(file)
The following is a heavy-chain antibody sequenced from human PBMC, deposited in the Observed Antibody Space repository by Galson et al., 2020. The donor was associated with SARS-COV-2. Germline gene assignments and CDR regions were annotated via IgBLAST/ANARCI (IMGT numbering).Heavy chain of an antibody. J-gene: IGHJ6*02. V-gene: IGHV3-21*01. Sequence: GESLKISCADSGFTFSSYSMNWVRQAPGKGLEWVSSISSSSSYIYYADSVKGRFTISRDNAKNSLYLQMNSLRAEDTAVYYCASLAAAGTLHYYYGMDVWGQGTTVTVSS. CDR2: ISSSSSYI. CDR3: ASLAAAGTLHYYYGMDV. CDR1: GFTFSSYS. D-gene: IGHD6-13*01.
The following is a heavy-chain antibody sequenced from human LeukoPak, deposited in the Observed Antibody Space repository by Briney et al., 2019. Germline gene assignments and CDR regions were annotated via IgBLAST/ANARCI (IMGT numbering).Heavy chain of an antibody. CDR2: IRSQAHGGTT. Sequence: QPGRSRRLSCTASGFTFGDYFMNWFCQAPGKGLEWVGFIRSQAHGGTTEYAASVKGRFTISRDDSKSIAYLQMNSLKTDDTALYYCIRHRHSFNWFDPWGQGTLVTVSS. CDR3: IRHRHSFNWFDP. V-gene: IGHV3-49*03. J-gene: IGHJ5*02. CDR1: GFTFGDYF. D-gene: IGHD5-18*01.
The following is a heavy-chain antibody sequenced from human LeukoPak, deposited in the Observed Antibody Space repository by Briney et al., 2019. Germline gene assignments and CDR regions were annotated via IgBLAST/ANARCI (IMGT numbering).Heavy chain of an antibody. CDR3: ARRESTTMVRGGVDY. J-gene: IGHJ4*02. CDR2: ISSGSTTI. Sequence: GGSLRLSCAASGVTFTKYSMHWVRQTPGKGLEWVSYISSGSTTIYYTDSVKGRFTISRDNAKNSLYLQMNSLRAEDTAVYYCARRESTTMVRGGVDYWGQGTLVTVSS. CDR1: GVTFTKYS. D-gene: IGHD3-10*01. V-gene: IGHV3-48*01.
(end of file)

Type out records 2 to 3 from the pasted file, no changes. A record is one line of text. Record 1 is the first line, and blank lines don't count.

The following is a heavy-chain antibody sequenced from human LeukoPak, deposited in the Observed Antibody Space repository by Briney et al., 2019. Germline gene assignments and CDR regions were annotated via IgBLAST/ANARCI (IMGT numbering).Heavy chain of an antibody. CDR2: IRSQAHGGTT. Sequence: QPGRSRRLSCTASGFTFGDYFMNWFCQAPGKGLEWVGFIRSQAHGGTTEYAASVKGRFTISRDDSKSIAYLQMNSLKTDDTALYYCIRHRHSFNWFDPWGQGTLVTVSS. CDR3: IRHRHSFNWFDP. V-gene: IGHV3-49*03. J-gene: IGHJ5*02. CDR1: GFTFGDYF. D-gene: IGHD5-18*01.
The following is a heavy-chain antibody sequenced from human LeukoPak, deposited in the Observed Antibody Space repository by Briney et al., 2019. Germline gene assignments and CDR regions were annotated via IgBLAST/ANARCI (IMGT numbering).Heavy chain of an antibody. CDR3: ARRESTTMVRGGVDY. J-gene: IGHJ4*02. CDR2: ISSGSTTI. Sequence: GGSLRLSCAASGVTFTKYSMHWVRQTPGKGLEWVSYISSGSTTIYYTDSVKGRFTISRDNAKNSLYLQMNSLRAEDTAVYYCARRESTTMVRGGVDYWGQGTLVTVSS. CDR1: GVTFTKYS. D-gene: IGHD3-10*01. V-gene: IGHV3-48*01.